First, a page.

Sample Midterm Questions PHI 3601 Ethics Fall 2013 Dr. Hauptli
Copyright © 2013 Bruce W. Hauptli
The following sample questions are examples of the kinds of questions I will be asking. The list is far longer than a reasonable examination could be, and I will ask several such questions on the examination itself. You will be asked to be as complete as you can in writing essays in answer such questions. While there is no "length requirement" for the examination, the questions and exam will be designed so that the average student in this class should need to spend most of the allowed time actively writing. Short answers are unlikely to be sufficiently detailed to earn high grades, and mere outlines or lists (of terms, principles, theories, etc.) do not provide sufficient explanation--they will not convince me that you understand the relevant material. As the questions clearly indicate, I expect you to explain specific points in answering the questions, and an essay which does not address these points is inadequate. The exam will be a closed-book, closed-notes exam, and you will not be allowed to consult dictionaries or other reference texts. Please review the following link on the Course Web-Site for additional guidelines regarding my expectations for exam answers: Writing Essay Exams for Professor Hauptli.
The exam will be on Friday, October 11.
1. Explain why Hobbes believes we should not want to live in a state of nature. Indicate what our alternative is and what we gain (and surrender) in order to avoid this "state." In answering this question explain what Hobbes thinks our nature is, what sorts of relationships there are between agreements and force, and why he believes that the sovereign of a civil state must be an absolute one.
2. Explain why Hobbes maintains we should be willing to submit ourselves to an absolute sovereign. In answering this question explain what our options are according to Hobbes, why we are supposed to be willing to give up the extensive liberty we have in a state of nature, clarify the relationship between agreements and force, and explain whether there are any restraints placed upon the power of the sovereign (and why).
3. Explain what Feinberg thinks is wrong with arguments for egoism. In answering this question explain clearly what he takes to be the central mistake of the egoists in regard to human motivation. In answering this question you should clarify the type of egoism he is attacking, compare and contrast ethical and psychological egoism, clarify Feinberg's point regarding motivation, and explain what he says about both an all-consuming passion for happiness and the "paradox of hedonism."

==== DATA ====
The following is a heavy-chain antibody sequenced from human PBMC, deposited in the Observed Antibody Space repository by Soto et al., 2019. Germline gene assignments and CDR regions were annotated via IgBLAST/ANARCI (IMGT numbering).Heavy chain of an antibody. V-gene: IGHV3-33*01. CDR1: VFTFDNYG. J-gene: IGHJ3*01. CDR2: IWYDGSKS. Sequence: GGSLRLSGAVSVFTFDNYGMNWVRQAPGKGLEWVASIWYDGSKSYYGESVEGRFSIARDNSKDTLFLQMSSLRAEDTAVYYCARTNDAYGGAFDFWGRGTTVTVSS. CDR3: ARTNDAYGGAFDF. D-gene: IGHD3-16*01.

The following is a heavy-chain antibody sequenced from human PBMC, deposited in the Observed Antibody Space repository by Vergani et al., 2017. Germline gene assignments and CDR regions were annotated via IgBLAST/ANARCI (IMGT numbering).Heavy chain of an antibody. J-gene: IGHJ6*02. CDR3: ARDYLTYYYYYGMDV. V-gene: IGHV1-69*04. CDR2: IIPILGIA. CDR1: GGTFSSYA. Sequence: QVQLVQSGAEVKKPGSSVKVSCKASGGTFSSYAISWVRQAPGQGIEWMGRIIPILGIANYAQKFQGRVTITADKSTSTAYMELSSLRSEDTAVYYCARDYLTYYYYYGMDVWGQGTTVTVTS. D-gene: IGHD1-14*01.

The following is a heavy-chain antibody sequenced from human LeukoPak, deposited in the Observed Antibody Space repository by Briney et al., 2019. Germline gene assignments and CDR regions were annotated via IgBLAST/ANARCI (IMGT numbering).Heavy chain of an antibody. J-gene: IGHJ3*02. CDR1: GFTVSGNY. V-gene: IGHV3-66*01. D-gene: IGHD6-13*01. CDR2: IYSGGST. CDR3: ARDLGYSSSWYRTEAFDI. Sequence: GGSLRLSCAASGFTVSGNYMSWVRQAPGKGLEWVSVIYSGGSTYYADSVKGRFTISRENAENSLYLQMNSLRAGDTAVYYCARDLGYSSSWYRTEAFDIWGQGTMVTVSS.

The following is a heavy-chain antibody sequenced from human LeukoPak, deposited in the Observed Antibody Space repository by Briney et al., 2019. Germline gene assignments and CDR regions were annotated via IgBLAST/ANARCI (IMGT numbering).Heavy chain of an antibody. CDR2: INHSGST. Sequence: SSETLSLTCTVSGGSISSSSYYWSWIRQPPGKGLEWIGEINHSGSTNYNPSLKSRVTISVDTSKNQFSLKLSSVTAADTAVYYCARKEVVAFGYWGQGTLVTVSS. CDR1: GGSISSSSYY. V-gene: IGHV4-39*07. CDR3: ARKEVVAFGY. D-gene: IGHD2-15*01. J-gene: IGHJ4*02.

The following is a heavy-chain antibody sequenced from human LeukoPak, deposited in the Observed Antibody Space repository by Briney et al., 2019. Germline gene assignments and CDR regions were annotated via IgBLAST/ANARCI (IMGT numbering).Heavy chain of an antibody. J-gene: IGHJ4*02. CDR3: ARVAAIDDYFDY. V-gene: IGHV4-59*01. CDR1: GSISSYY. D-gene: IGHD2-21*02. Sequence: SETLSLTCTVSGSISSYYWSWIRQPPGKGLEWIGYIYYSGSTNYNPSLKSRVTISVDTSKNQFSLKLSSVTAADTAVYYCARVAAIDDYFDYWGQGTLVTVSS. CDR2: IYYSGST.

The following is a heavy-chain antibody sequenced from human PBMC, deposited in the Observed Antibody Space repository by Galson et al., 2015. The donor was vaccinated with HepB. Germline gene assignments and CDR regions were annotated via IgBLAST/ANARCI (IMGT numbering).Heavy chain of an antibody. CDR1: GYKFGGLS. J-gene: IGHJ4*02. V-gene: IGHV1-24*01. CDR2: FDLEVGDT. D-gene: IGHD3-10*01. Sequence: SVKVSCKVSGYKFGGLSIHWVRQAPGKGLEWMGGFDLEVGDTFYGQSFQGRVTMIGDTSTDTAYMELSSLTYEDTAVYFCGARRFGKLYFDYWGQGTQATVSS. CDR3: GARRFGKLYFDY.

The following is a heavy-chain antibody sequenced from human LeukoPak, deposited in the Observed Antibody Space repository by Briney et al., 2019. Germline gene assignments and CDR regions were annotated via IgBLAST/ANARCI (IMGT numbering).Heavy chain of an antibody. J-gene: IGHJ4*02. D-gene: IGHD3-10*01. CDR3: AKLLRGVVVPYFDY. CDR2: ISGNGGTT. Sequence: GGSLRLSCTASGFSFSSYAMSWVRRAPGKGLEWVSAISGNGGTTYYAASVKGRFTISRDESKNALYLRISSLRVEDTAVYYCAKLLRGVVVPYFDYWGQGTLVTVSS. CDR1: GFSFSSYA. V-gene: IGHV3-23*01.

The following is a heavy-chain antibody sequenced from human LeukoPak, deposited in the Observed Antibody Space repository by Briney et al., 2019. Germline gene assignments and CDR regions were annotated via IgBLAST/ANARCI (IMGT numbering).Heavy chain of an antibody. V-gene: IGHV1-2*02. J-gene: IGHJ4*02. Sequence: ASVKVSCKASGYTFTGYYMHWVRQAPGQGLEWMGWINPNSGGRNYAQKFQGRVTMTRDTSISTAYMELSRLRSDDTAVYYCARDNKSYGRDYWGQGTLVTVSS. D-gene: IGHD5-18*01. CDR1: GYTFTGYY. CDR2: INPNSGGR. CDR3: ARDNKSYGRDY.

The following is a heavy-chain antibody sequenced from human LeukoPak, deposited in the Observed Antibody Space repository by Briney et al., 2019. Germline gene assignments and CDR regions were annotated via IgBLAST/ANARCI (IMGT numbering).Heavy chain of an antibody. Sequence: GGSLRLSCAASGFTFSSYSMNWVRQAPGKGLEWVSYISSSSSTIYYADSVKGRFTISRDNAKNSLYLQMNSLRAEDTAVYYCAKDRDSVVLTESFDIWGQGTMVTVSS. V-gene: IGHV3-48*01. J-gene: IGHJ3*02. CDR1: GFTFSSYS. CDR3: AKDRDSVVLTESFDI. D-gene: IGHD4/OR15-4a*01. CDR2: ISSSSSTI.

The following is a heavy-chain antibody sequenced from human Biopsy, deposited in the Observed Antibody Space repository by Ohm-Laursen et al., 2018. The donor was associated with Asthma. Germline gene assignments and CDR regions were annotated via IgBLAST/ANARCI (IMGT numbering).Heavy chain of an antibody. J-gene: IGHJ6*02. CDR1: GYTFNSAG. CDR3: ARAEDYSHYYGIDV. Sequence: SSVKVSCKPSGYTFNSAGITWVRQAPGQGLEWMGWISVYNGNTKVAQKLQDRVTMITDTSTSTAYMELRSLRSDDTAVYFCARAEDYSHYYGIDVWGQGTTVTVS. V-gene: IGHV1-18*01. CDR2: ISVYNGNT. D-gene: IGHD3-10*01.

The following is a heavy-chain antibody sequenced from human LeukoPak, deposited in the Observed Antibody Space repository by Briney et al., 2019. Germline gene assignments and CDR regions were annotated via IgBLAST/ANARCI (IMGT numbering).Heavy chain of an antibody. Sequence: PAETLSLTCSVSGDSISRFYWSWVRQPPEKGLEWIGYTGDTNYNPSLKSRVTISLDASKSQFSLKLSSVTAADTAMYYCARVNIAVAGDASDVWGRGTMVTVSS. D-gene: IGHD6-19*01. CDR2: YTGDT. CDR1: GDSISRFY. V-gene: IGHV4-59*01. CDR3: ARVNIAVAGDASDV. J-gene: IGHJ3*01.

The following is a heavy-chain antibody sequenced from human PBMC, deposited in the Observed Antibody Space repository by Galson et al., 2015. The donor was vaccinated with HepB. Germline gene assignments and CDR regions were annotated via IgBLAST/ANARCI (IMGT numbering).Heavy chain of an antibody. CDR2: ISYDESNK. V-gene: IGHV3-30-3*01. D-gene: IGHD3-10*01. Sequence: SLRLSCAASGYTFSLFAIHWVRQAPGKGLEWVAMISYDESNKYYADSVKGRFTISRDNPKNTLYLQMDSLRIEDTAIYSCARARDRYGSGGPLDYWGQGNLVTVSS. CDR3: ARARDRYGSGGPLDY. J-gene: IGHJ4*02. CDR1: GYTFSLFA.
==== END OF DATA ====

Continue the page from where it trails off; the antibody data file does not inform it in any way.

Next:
4. What does Feinberg mean when he claims that an all-consuming and exclusive desire for happiness is self-defeating? Why does he believe that this point shows that there is something fundamentally wrong with psychological egoism? In answering this question clarify what psychological egoism is.
5. How does Feinberg use his "Lincoln and the pig" case to question of the adequacy of psychological egoism? In answering this question clarify what psychological egoists maintain and how Feinberg's example is supposed to show that these egoists have a problem.
6. Clarify Mill's utilitarian morality. What determines whether an act is morally correct on this view, explain what sort of "spectators" he contends we should be, how does he "prove" his view, and what problems are there with his proof? In answering this question clarify what consequentialism" is, and what Mill means by his discussion of "kinds of pleasure."
7. Explain what Bernard Williams finds wrong with the Utilitarian orientation in morality. In answering this question you will need to clarify the central aspects of Mill's moral theory and indicate what problems Williams finds with this orientation. Use William's discussion of George or Jim to clarify the main problem which Williams believes utilitarians confront. In answering the question clarify what he means by "negative responsibility," "one's projects," and "alienation."
8. Explain how Nozick's "experience machine" (and the related machines he postulate) is supposed to constitute an objection to utilitarianism.
9. In no more than five sentences, identify one "moral" which I have "drawn" from our discussion of one or another of the moral theorists we have studied.
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Last revised: 09/28/13.